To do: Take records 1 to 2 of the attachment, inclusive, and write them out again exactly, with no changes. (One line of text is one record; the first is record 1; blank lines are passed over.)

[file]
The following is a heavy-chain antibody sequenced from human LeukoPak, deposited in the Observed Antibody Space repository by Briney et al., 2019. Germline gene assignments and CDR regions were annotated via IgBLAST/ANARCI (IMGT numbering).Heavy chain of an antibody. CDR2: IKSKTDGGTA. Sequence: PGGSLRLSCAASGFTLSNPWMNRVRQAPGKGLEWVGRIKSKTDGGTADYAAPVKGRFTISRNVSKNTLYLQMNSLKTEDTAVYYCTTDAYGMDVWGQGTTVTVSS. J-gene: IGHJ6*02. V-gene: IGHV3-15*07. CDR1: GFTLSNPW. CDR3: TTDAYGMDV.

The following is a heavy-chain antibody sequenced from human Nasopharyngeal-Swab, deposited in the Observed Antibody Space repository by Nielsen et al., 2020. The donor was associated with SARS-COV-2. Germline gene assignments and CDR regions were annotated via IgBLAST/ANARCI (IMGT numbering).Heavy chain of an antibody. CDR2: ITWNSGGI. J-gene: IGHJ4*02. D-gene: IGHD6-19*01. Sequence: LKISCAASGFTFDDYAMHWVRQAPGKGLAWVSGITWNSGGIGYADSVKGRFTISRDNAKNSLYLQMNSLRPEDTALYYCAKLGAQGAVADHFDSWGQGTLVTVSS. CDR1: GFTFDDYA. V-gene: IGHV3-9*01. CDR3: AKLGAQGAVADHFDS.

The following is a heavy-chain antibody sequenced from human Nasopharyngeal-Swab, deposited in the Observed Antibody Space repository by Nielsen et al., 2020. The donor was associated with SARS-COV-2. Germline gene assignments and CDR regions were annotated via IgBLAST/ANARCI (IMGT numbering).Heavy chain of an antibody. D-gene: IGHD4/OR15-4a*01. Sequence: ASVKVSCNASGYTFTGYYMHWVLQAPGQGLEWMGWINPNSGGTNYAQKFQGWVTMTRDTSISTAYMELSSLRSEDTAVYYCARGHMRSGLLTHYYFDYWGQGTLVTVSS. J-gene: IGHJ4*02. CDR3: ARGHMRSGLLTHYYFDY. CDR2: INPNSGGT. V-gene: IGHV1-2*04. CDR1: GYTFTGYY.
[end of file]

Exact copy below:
The following is a heavy-chain antibody sequenced from human LeukoPak, deposited in the Observed Antibody Space repository by Briney et al., 2019. Germline gene assignments and CDR regions were annotated via IgBLAST/ANARCI (IMGT numbering).Heavy chain of an antibody. CDR2: IKSKTDGGTA. Sequence: PGGSLRLSCAASGFTLSNPWMNRVRQAPGKGLEWVGRIKSKTDGGTADYAAPVKGRFTISRNVSKNTLYLQMNSLKTEDTAVYYCTTDAYGMDVWGQGTTVTVSS. J-gene: IGHJ6*02. V-gene: IGHV3-15*07. CDR1: GFTLSNPW. CDR3: TTDAYGMDV.

The following is a heavy-chain antibody sequenced from human Nasopharyngeal-Swab, deposited in the Observed Antibody Space repository by Nielsen et al., 2020. The donor was associated with SARS-COV-2. Germline gene assignments and CDR regions were annotated via IgBLAST/ANARCI (IMGT numbering).Heavy chain of an antibody. CDR2: ITWNSGGI. J-gene: IGHJ4*02. D-gene: IGHD6-19*01. Sequence: LKISCAASGFTFDDYAMHWVRQAPGKGLAWVSGITWNSGGIGYADSVKGRFTISRDNAKNSLYLQMNSLRPEDTALYYCAKLGAQGAVADHFDSWGQGTLVTVSS. CDR1: GFTFDDYA. V-gene: IGHV3-9*01. CDR3: AKLGAQGAVADHFDS.